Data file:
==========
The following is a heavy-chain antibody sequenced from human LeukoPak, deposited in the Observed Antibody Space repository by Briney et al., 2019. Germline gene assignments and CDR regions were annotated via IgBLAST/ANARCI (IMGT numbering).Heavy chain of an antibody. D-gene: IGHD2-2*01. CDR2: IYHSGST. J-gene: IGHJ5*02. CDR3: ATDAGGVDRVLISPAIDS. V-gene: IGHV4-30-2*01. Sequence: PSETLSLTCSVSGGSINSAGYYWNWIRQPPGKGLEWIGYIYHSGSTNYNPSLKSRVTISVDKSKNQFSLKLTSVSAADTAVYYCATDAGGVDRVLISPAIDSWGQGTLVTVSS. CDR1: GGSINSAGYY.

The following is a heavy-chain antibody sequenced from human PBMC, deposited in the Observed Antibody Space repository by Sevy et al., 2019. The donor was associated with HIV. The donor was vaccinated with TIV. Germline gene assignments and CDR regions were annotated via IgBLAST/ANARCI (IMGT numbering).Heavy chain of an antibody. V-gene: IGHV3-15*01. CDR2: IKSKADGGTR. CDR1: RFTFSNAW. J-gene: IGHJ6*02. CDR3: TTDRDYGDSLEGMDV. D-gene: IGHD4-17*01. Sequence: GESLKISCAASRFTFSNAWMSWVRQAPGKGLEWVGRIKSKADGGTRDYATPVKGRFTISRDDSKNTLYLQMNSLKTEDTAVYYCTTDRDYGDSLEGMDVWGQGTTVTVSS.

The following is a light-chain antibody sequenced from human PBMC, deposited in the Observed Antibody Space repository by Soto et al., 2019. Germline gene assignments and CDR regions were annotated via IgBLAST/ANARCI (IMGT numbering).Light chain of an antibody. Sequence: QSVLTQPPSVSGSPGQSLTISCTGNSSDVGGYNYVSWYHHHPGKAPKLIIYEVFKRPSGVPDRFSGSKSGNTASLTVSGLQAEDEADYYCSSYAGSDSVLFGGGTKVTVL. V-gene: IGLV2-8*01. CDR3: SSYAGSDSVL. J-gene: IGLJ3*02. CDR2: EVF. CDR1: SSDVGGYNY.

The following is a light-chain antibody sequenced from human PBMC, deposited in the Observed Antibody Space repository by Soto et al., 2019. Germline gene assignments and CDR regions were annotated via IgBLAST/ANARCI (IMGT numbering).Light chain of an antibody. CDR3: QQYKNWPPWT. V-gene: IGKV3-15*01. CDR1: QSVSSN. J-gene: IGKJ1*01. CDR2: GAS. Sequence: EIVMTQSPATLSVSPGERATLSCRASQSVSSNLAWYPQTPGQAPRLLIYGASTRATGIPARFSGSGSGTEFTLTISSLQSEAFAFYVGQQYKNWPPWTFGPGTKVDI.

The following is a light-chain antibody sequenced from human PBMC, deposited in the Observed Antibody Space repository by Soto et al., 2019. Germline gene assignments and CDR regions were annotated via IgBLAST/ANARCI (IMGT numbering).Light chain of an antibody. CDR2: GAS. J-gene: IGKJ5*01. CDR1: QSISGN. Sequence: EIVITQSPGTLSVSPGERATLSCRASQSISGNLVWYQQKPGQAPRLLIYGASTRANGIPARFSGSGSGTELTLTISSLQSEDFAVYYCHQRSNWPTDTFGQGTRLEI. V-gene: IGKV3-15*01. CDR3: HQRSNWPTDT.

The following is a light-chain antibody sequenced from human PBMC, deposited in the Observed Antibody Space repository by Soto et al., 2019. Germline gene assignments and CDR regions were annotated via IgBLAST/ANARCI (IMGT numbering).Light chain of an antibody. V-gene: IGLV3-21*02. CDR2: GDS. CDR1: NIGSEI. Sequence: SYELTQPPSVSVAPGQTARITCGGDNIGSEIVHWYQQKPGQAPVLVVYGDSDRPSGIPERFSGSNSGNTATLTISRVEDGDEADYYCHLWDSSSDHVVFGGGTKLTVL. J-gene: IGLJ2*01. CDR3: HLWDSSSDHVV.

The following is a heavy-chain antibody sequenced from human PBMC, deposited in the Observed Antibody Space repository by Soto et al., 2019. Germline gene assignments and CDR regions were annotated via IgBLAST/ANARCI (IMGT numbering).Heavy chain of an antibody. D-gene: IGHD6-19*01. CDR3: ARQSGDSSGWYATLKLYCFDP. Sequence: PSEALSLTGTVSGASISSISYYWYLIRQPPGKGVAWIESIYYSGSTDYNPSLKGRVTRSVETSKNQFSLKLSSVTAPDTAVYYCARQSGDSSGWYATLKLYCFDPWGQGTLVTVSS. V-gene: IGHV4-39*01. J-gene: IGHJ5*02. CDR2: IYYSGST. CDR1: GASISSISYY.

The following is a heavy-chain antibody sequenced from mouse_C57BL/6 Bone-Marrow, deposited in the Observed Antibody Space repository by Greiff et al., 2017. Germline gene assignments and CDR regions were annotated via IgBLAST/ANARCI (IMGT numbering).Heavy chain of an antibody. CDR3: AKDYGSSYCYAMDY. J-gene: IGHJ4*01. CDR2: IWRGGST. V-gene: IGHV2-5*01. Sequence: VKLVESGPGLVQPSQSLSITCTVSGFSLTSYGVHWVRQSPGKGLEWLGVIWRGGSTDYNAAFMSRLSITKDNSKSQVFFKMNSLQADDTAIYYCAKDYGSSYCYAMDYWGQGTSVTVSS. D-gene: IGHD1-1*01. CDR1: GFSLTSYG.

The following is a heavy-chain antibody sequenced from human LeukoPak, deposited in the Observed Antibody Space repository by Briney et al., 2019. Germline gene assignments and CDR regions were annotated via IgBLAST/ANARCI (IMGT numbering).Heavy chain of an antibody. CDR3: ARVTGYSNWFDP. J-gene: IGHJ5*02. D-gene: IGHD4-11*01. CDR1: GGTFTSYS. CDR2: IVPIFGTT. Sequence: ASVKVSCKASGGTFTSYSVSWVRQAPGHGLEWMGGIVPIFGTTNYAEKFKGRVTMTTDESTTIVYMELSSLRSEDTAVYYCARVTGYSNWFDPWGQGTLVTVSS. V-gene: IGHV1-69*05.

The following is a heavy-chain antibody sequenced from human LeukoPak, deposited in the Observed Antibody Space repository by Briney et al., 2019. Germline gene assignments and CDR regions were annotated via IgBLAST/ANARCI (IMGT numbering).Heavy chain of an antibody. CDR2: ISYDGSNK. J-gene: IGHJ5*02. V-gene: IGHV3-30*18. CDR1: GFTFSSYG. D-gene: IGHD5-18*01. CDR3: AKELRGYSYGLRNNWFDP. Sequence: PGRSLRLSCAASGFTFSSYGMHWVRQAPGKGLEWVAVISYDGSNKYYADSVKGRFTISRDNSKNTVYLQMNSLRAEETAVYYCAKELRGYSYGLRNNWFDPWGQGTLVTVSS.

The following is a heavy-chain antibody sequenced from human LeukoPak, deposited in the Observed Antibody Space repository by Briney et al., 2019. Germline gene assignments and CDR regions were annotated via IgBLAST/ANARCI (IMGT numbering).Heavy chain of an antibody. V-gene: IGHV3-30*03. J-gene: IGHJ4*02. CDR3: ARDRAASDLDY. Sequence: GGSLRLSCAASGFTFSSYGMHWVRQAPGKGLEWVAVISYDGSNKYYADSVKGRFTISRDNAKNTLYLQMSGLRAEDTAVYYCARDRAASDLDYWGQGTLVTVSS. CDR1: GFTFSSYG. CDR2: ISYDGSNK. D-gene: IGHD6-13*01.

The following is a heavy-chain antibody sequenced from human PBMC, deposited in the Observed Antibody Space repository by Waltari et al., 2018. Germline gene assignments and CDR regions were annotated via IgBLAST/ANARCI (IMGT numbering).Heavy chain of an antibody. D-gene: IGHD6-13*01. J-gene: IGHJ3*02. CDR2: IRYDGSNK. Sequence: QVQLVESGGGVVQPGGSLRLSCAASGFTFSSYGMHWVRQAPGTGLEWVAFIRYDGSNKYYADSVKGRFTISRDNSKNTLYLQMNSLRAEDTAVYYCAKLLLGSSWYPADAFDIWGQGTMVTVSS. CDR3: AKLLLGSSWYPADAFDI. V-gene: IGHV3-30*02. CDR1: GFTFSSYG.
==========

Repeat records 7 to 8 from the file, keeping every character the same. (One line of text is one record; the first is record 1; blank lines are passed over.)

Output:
The following is a heavy-chain antibody sequenced from human PBMC, deposited in the Observed Antibody Space repository by Soto et al., 2019. Germline gene assignments and CDR regions were annotated via IgBLAST/ANARCI (IMGT numbering).Heavy chain of an antibody. D-gene: IGHD6-19*01. CDR3: ARQSGDSSGWYATLKLYCFDP. Sequence: PSEALSLTGTVSGASISSISYYWYLIRQPPGKGVAWIESIYYSGSTDYNPSLKGRVTRSVETSKNQFSLKLSSVTAPDTAVYYCARQSGDSSGWYATLKLYCFDPWGQGTLVTVSS. V-gene: IGHV4-39*01. J-gene: IGHJ5*02. CDR2: IYYSGST. CDR1: GASISSISYY.

The following is a heavy-chain antibody sequenced from mouse_C57BL/6 Bone-Marrow, deposited in the Observed Antibody Space repository by Greiff et al., 2017. Germline gene assignments and CDR regions were annotated via IgBLAST/ANARCI (IMGT numbering).Heavy chain of an antibody. CDR3: AKDYGSSYCYAMDY. J-gene: IGHJ4*01. CDR2: IWRGGST. V-gene: IGHV2-5*01. Sequence: VKLVESGPGLVQPSQSLSITCTVSGFSLTSYGVHWVRQSPGKGLEWLGVIWRGGSTDYNAAFMSRLSITKDNSKSQVFFKMNSLQADDTAIYYCAKDYGSSYCYAMDYWGQGTSVTVSS. D-gene: IGHD1-1*01. CDR1: GFSLTSYG.